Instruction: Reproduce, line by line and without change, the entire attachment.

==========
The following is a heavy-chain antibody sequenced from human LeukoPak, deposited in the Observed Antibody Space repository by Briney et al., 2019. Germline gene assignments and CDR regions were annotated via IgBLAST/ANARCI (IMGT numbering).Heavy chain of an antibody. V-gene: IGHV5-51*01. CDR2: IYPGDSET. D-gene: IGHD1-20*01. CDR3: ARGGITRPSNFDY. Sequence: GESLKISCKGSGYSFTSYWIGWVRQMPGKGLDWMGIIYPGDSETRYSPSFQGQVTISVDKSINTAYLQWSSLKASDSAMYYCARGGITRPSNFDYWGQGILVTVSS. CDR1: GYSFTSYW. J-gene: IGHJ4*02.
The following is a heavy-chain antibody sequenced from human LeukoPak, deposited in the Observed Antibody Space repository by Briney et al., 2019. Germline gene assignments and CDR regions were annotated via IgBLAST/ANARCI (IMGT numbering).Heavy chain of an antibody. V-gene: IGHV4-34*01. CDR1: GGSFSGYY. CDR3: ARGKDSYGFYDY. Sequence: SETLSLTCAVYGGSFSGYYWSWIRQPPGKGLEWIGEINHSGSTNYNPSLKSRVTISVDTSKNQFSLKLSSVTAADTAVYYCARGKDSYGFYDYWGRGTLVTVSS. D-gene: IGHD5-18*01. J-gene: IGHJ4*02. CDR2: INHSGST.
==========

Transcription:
The following is a heavy-chain antibody sequenced from human LeukoPak, deposited in the Observed Antibody Space repository by Briney et al., 2019. Germline gene assignments and CDR regions were annotated via IgBLAST/ANARCI (IMGT numbering).Heavy chain of an antibody. V-gene: IGHV5-51*01. CDR2: IYPGDSET. D-gene: IGHD1-20*01. CDR3: ARGGITRPSNFDY. Sequence: GESLKISCKGSGYSFTSYWIGWVRQMPGKGLDWMGIIYPGDSETRYSPSFQGQVTISVDKSINTAYLQWSSLKASDSAMYYCARGGITRPSNFDYWGQGILVTVSS. CDR1: GYSFTSYW. J-gene: IGHJ4*02.
The following is a heavy-chain antibody sequenced from human LeukoPak, deposited in the Observed Antibody Space repository by Briney et al., 2019. Germline gene assignments and CDR regions were annotated via IgBLAST/ANARCI (IMGT numbering).Heavy chain of an antibody. V-gene: IGHV4-34*01. CDR1: GGSFSGYY. CDR3: ARGKDSYGFYDY. Sequence: SETLSLTCAVYGGSFSGYYWSWIRQPPGKGLEWIGEINHSGSTNYNPSLKSRVTISVDTSKNQFSLKLSSVTAADTAVYYCARGKDSYGFYDYWGRGTLVTVSS. D-gene: IGHD5-18*01. J-gene: IGHJ4*02. CDR2: INHSGST.